Fr. Odilo Witt, OSB, discharged the duties of pastor from 1920 to 1933. Under his leadership the exterior of the church was stuccoed in 1924 and the interior renovated.
The next pastor, Fr. Chrysostom Coons, OSB, served from 1933 to 1947. He introduced the use of Sunday collection envelopes, which helped place the parish on firmer financial footing. He also beautified the cemetery, remodeled the rectory, and had a new organ installed in the church (1940).
Fr. David Duesing, OSB, replaced Fr. Chrysostom in 1947 and led the parish until 1964. His pastorate witnessed the building of a new high school and the first two wings of the present Ferdinand Elementary School. He was the last Benedictine priest to serve as pastor of St. Ferdinand.
Fr. Firmus Dick served as pastor from 1964 to 1977. He helped usher in the changes associated with the Second Vatican Council, including the remodeling of the church’s interior. During his tenure the parish schools were sold to the Southeast Dubois School District and the parish’s religious education program was launched in 1972. Sr. Mary Oliver Reising, OSB, served as the first director of religious education.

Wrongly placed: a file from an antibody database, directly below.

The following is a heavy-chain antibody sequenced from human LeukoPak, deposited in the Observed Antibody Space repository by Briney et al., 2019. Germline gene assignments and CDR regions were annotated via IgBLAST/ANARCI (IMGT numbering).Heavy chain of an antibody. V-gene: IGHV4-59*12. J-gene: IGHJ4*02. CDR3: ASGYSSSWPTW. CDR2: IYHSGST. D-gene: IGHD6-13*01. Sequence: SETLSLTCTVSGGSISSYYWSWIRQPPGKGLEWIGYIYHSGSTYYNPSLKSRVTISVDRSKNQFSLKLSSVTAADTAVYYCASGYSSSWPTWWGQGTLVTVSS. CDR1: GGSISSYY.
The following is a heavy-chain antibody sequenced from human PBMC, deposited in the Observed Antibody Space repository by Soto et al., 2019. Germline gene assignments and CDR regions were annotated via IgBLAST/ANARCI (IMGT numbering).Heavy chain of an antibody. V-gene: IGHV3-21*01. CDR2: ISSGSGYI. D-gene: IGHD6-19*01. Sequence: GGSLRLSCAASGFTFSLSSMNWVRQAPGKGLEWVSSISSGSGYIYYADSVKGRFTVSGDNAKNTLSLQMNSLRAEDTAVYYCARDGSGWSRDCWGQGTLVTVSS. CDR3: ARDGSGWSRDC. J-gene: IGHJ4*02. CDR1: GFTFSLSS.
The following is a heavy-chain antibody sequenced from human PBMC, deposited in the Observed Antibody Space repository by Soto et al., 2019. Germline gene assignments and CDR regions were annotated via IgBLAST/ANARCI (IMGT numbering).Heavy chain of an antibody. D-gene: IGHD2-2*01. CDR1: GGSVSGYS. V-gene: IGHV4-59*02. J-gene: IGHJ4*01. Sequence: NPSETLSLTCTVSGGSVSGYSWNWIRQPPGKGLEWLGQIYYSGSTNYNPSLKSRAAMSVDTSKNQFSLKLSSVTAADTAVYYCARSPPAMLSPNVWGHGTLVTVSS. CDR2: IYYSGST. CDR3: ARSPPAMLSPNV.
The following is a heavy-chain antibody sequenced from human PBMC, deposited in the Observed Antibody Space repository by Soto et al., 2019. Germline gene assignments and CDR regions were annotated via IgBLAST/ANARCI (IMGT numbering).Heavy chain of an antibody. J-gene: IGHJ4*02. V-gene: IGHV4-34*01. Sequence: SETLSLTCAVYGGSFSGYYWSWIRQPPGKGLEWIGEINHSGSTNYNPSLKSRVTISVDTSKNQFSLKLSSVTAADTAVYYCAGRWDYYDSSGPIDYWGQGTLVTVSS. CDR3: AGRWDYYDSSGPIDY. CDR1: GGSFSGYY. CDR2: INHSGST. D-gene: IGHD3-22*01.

Fr. Dick was replaced by several co-pastors: Fr. Kenneth Graehler (1977-1980), Fr. Sylvester Schroeder (1977-1989), and Fr. John Kane (1980-1989). Fr. Kane served as pastor from 1989 to 1991. During this period the interior of the church was renovated and the church grounds were beautified. The parish hired the first female pastoral associate, Sr. Rosemary Rexing, OSB, and the first lay director of religious education, D.El. Marisili.
The next pastor was Fr. Philip Kreilein, who served from 1991 to 1999. During his tenure the cemetery was enlarged and the sisters’ house was demolished. In 1995 the parish voted in favor of razing the existing Spiritual Life Center in favor of a new structure. Fr. Phil also put in the fishpond on the east side outside the church. In 1998 the parish celebrated 150 years of continuous use of the present church. Bp. Gerland Gettlefinger presided over the ceremony.
Fr. William Wargel served from 1999 to 2004 and started the church social (parish picnic). Fr. David Martin was the next pastor from 2004 to 2009. During his time, the rectory was fully remodeled. Fr. Jack Durchholz returned after being an associate at Ferdinand from 1995 to 1998 and served as pastor from 2009 to 2018. St. Ferdinand Church was renovated from 2015 to 2016. On March 1st, 2017, St. Ferdinand and St. Henry merged together and took the name Christ the King Parish.